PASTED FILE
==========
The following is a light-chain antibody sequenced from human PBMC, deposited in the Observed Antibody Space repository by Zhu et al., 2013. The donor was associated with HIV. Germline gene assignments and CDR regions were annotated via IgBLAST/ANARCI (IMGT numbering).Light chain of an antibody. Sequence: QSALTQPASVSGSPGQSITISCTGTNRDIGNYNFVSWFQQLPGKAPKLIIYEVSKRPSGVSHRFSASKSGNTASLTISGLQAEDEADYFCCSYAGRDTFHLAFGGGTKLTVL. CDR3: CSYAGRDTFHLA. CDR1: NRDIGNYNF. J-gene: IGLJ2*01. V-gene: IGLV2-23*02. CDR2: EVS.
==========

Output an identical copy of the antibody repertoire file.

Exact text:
The following is a light-chain antibody sequenced from human PBMC, deposited in the Observed Antibody Space repository by Zhu et al., 2013. The donor was associated with HIV. Germline gene assignments and CDR regions were annotated via IgBLAST/ANARCI (IMGT numbering).Light chain of an antibody. Sequence: QSALTQPASVSGSPGQSITISCTGTNRDIGNYNFVSWFQQLPGKAPKLIIYEVSKRPSGVSHRFSASKSGNTASLTISGLQAEDEADYFCCSYAGRDTFHLAFGGGTKLTVL. CDR3: CSYAGRDTFHLA. CDR1: NRDIGNYNF. J-gene: IGLJ2*01. V-gene: IGLV2-23*02. CDR2: EVS.